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sion of the social affections, is thus doomed to isolation, and grows selfish through sheer necessity. The mischief produced by this sort of exclusivism, even in the middle ranks, where family influence is comparatively limited, is sufficiently great; but when persons, who, from their rank and consequence, have it in their power to produce good and evil on an extensive scale, suffer not their benevolence to reach beyond the domestic circle, their sin is great indeed, and the omission felt in a ten-fold degree. It becomes pernicious in another way also; for so little are the generality of mankind accustomed to analyze or to discriminate, that when they observe the same person, who shews the tenderest affection to his wife and children, and connexions, exhibiting proofs of cruelty, and hardness of heart, or, at best, of indifference towards all but the favoured few, they learn to regard filial, conjugal, and paternal solicitude with disapprobation and contempt, and to consider this natural exercise of the benevolent affections as necessarily destructive of that more enlarged benevolence, which gives the heart an interest in the happiness of all that live.
Temper-Bad Temper fatal to Domestic Happiness-Self-control-Bad Temper often the result of Nursery Mismanagement -Irritable Temperament not incompatible with the finest qualities Various causes and exhibitions of it-Obstinacy-Its probable cause, and cure-Gentleness-A Fundamental Law of our Religion-An excellent thing in Woman.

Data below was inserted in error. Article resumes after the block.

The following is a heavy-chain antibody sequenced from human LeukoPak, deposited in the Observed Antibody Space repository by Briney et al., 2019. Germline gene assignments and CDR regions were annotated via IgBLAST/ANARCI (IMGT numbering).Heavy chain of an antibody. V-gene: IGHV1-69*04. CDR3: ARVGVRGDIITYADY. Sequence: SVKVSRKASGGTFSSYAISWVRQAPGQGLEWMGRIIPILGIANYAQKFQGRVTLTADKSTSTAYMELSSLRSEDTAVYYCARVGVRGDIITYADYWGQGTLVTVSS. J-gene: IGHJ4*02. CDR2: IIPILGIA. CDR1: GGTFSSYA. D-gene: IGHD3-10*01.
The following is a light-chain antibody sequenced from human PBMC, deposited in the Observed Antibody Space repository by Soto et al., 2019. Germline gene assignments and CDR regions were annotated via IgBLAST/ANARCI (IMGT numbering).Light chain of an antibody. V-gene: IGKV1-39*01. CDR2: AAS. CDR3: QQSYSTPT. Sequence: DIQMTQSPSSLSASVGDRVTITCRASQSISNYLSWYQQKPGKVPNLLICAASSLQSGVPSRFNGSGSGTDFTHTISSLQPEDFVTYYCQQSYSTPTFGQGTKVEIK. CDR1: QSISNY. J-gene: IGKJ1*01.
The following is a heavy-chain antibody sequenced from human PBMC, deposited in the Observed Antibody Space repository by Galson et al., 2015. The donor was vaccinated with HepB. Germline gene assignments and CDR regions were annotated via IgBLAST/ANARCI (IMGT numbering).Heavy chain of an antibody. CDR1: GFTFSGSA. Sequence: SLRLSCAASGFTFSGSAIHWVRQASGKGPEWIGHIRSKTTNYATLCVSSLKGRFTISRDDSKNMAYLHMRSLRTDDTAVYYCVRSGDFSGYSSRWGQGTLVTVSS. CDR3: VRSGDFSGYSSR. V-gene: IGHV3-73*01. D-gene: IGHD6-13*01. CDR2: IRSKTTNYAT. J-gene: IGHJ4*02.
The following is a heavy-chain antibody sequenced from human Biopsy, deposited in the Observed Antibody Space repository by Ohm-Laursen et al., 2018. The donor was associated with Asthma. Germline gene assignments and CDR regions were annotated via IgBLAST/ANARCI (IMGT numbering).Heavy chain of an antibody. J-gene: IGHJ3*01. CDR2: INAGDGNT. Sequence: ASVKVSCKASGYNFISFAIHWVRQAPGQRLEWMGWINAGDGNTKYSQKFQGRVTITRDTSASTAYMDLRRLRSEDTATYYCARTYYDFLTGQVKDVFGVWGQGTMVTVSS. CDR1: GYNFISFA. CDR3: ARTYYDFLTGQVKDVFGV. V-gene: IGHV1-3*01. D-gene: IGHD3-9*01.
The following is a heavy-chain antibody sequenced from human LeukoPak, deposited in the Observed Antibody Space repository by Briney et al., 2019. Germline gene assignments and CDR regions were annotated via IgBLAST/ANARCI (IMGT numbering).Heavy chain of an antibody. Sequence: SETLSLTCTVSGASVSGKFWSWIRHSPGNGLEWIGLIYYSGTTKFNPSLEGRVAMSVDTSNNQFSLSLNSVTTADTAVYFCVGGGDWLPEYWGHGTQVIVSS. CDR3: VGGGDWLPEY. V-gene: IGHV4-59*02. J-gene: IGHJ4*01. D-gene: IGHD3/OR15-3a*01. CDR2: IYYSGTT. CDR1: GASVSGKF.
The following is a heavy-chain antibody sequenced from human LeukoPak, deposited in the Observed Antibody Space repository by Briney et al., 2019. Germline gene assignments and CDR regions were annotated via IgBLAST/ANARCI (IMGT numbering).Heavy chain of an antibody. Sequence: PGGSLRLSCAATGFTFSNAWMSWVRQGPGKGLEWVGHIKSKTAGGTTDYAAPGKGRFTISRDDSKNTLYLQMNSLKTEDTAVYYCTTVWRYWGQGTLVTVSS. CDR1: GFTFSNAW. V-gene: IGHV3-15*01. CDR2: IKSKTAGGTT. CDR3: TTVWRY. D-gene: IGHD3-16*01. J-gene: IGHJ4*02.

Or the many beneficial results of that early discipline of the heart, and cultivation of the benevolent affections, which I have so strenuously advocated, none will be found more essential to individual happiness than the regulation of the temper. Volumes might be, volumes have been, written upon this important subject, by authors of acknowledged ability. Of this I am fully aware, and am ready to confess, that I can do little more than reiterate their arguments; but trust, that in so doing I may succeed in impressing upon the minds of my readers the necessity of making every indication of temper in children a primary object of attention. Vain and nugatory will prove every fine quality, either of heart or mind, if the infirmities of an uncorrected temper be suffered to grow up along with them.
When moralists, religionists, and philosophers of all sorts set about reasoning on the phenomena
of the world we live in, and contemplating the mass of human misery to be found therein, trace it to this or that source, they are apt to overlook one apparently trivial cause of suffering, which, nevertheless, blights more happiness, and, as I have just observed, neutralizes a greater portion of God's bounteous gifts than all those heinous enormities put together which are registered in the catalogue of crimes. This insidious, heartdestroying blight is often found where every thing like atrocious vice is utterly unknown, and where many of the very highest virtues flourish. Probity, liberality, temperance, chastity, may all exist with a bad temper, yet are they all sullied, often rendered valueless by it. I perfectly admit the truth of an observation I lately met with, that many a human being has been hung in chains, whose justly punished deeds have not caused one hundredth part of the pain to his fellow-creatures which a perverse, unbridled temper is sure to give.